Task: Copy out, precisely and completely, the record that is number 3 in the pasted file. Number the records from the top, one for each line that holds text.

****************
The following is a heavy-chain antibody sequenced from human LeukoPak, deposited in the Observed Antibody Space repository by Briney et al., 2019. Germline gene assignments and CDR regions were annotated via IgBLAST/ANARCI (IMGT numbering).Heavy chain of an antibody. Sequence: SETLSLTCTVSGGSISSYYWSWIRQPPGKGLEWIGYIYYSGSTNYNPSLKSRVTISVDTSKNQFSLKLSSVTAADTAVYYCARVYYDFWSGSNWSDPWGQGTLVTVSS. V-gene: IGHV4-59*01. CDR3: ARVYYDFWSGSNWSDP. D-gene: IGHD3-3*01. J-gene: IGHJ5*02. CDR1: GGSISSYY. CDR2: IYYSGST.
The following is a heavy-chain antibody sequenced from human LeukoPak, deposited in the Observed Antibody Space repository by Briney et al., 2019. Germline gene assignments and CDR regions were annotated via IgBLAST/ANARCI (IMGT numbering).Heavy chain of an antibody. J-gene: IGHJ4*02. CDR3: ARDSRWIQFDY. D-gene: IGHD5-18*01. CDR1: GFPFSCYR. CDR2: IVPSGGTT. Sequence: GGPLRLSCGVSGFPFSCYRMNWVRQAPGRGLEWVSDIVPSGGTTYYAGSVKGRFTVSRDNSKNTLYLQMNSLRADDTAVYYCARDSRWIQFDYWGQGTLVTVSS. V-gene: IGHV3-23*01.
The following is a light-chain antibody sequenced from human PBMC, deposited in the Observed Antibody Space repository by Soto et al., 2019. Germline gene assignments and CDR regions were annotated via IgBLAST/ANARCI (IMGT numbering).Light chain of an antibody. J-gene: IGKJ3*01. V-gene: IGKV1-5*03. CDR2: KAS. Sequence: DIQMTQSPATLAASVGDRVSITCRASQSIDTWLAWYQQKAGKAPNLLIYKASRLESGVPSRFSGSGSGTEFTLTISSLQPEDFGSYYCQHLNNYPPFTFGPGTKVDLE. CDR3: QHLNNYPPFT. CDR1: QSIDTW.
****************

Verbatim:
The following is a light-chain antibody sequenced from human PBMC, deposited in the Observed Antibody Space repository by Soto et al., 2019. Germline gene assignments and CDR regions were annotated via IgBLAST/ANARCI (IMGT numbering).Light chain of an antibody. J-gene: IGKJ3*01. V-gene: IGKV1-5*03. CDR2: KAS. Sequence: DIQMTQSPATLAASVGDRVSITCRASQSIDTWLAWYQQKAGKAPNLLIYKASRLESGVPSRFSGSGSGTEFTLTISSLQPEDFGSYYCQHLNNYPPFTFGPGTKVDLE. CDR3: QHLNNYPPFT. CDR1: QSIDTW.